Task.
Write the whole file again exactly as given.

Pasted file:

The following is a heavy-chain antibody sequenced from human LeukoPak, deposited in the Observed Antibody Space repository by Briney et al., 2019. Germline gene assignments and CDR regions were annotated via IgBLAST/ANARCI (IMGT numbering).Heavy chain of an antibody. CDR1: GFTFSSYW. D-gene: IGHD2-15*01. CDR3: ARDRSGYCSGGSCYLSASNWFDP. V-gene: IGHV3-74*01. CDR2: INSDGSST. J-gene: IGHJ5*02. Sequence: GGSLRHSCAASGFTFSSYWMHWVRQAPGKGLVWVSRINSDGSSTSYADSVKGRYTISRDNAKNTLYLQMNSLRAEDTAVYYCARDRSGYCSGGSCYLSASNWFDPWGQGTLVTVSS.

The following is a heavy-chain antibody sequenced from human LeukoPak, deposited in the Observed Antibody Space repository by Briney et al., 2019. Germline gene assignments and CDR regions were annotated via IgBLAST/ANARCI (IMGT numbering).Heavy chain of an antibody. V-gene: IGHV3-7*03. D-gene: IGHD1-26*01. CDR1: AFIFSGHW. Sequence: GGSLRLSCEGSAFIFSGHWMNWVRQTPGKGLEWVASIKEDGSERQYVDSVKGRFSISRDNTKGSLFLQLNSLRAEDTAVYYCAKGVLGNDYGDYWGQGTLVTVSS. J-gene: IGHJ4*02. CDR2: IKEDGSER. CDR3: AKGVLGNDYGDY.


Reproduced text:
The following is a heavy-chain antibody sequenced from human LeukoPak, deposited in the Observed Antibody Space repository by Briney et al., 2019. Germline gene assignments and CDR regions were annotated via IgBLAST/ANARCI (IMGT numbering).Heavy chain of an antibody. CDR1: GFTFSSYW. D-gene: IGHD2-15*01. CDR3: ARDRSGYCSGGSCYLSASNWFDP. V-gene: IGHV3-74*01. CDR2: INSDGSST. J-gene: IGHJ5*02. Sequence: GGSLRHSCAASGFTFSSYWMHWVRQAPGKGLVWVSRINSDGSSTSYADSVKGRYTISRDNAKNTLYLQMNSLRAEDTAVYYCARDRSGYCSGGSCYLSASNWFDPWGQGTLVTVSS.

The following is a heavy-chain antibody sequenced from human LeukoPak, deposited in the Observed Antibody Space repository by Briney et al., 2019. Germline gene assignments and CDR regions were annotated via IgBLAST/ANARCI (IMGT numbering).Heavy chain of an antibody. V-gene: IGHV3-7*03. D-gene: IGHD1-26*01. CDR1: AFIFSGHW. Sequence: GGSLRLSCEGSAFIFSGHWMNWVRQTPGKGLEWVASIKEDGSERQYVDSVKGRFSISRDNTKGSLFLQLNSLRAEDTAVYYCAKGVLGNDYGDYWGQGTLVTVSS. J-gene: IGHJ4*02. CDR2: IKEDGSER. CDR3: AKGVLGNDYGDY.